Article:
NEW THINKING: Blog digest – May 2022

Each month, the Critical Fundraising blog presents a digest of the best fundraising-related blogs and articles from the previous month that have adopted a critical fundraising mode of thought. 

Inclusion in this digest does not indicate that Rogare agrees with any arguments presented, only that we thought they made a good argument.

This month we have introduced a new ‘wildcard blog’. This is a blog that does not discuss ideas that are directly related to fundraising, but whose ideas we might be able to use if we think critically and imaginatively about them.

Charity efficiency, overhead, and fundraising story: A tale of two worlds

Fundraising Myth and Science

Why do donors get vexed about charity overheads but are not bothered about similar overheads at companies? Because, says Russell James, in the charity context, money is not just a tool to buy stuff, but a character in a drama with its own magical qualities. 

Choice quote:

“Donors are not always averse to high-overhead projects or charities. They just don’t want their dollars to be spent on overhead. If their dollars are spent on overhead, then overhead is a problem. If other donors’ dollars pay for it, then overhead isn’t a problem.”

Do fundraisers need a ‘Bill of Rights’?

Third Sector (paywall)

There are bills of rights for donors and for various other consumer groups. Ian MacQuillin asks if such a document is needed to protect fundraisers?

Choice quote:

“Donor rights have found their way into attempts to build a fundraiser bill of rights. So ingrained is the notion of serving donors and philanthropy, that we find it hard to shake this idea even in documents in which we are supposed to think only of ourselves.”


The Agitator

Kevin Schulman discusses the main findings of a new research paper that explores how Joe Public views the concept of ‘non-profit.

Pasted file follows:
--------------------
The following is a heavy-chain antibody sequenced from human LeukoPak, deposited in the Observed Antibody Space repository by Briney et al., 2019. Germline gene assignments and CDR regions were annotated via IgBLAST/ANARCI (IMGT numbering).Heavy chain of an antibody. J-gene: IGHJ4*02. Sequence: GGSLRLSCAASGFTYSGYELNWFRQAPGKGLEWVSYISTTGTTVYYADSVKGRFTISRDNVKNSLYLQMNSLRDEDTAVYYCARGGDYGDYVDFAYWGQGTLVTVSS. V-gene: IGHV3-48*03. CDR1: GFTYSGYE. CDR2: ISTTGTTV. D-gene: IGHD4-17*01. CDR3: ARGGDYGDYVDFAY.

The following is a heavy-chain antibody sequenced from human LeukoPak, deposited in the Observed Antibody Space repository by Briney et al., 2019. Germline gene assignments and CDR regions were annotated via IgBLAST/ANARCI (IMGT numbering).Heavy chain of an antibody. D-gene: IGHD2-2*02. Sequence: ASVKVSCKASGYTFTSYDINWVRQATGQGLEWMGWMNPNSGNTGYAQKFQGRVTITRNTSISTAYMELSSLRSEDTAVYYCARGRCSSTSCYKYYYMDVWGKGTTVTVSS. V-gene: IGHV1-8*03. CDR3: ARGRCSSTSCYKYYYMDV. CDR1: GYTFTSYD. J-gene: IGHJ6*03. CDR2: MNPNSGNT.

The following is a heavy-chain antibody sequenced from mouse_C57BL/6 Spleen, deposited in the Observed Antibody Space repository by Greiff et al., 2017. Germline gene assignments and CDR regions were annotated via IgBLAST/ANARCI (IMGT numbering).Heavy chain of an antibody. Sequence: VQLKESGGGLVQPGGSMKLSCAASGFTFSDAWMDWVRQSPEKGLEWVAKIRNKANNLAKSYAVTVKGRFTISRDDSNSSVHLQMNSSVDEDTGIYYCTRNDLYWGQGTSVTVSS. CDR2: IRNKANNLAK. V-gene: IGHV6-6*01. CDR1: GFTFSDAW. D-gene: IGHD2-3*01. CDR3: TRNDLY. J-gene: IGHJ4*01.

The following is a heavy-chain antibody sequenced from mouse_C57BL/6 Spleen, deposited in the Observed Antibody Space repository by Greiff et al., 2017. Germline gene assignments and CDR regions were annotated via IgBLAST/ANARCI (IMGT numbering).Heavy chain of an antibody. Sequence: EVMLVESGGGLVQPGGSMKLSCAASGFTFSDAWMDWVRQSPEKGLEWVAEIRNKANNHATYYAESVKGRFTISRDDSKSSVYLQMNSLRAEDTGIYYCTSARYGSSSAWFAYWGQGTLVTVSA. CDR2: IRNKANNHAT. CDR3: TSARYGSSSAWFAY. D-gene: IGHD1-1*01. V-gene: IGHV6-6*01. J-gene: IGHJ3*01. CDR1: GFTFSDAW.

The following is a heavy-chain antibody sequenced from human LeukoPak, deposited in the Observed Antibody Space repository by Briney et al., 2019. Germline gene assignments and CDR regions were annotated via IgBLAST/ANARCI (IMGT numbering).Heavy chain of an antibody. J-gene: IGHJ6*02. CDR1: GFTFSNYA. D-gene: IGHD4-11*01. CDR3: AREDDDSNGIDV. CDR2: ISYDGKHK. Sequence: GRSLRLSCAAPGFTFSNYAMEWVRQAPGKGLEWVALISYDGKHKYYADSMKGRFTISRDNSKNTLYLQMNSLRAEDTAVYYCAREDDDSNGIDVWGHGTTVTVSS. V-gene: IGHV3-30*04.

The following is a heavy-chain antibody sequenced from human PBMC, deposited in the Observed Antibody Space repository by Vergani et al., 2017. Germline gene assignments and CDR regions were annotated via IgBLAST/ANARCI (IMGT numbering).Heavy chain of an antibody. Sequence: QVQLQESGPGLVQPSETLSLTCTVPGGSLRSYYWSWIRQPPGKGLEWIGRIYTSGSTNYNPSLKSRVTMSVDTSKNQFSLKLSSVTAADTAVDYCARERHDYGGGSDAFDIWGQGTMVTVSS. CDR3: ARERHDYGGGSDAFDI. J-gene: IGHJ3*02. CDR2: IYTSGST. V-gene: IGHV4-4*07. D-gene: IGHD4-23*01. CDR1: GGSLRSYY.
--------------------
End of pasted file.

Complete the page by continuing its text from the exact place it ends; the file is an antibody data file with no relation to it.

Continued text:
Choice quote:

“Nonprofits are [seen as] much more charitable with big picture ‘why’ vs. little picture ‘why’ – e.g. making world better place beats making the beneficiary person better off.”

  • Full paper: Child, C., & Witesman, E. (2022). The Social Meanings of the Third Sector: How Action and Purpose Shape Everyday Understandings of “Nonprofit”. Nonprofit and Voluntary Sector Quarterly, 08997640221081523.

Corporations are more insect than person

Ethical Systems blog


Different businesses can be more or less anthropomorphized in the public eye. Crucially, says Brian Gallagher, this shapes how much we trust them.

Choice quote:

“Because anthropomorphism increases trust, it is possible that anthropomorphized corporations are deemed more worthy of rights precisely because they are more trusted.”

Using family words not formal words in fundraising story

Fundraising Myth and Science

Fundraising is quite like sales, in terms of technique. But it’s very different at a fundamental, neurological, chemical level, a level where, says Russell Jamesfamily/social relationships encourage philanthropy, but market/exchange relationships don’t.

Choice quote:

“Technical, formal, or contract language can shift the listener’s frame of mind. It can shift to a detached, defensive, market-exchange perspective. This inhibits sharing. In fundraising experiments, these word choices can make a big difference.”

As funders, we have a problem

Civil Society (paywall)

Funders need to give charities permission to fail, says philanthropist and entrepreneur Ewan Kirk.

Choice quote:

“If an idea doesn’t work, that’s not a bad thing. It means we’re all one step closer to finding an approach that does work. We often learn much more from our failures than our successes.”

Legacy fundraising in the 2020s


With the value of legacy giving is predicted to increase dramatically over the next few decades, Claire Routley looks at the psychology behind legacy giving that fundraisers can tap into.

Choice quote:

“In a world of existential terror, we’re all looking for some hope. As charities encouraging legacy giving, we can share a vision for a better future – and indeed, research suggests that showing people a positive future vision (as opposed to focusing on the detail of day-to-day work) is likely to be particularly effective in legacy messaging.”

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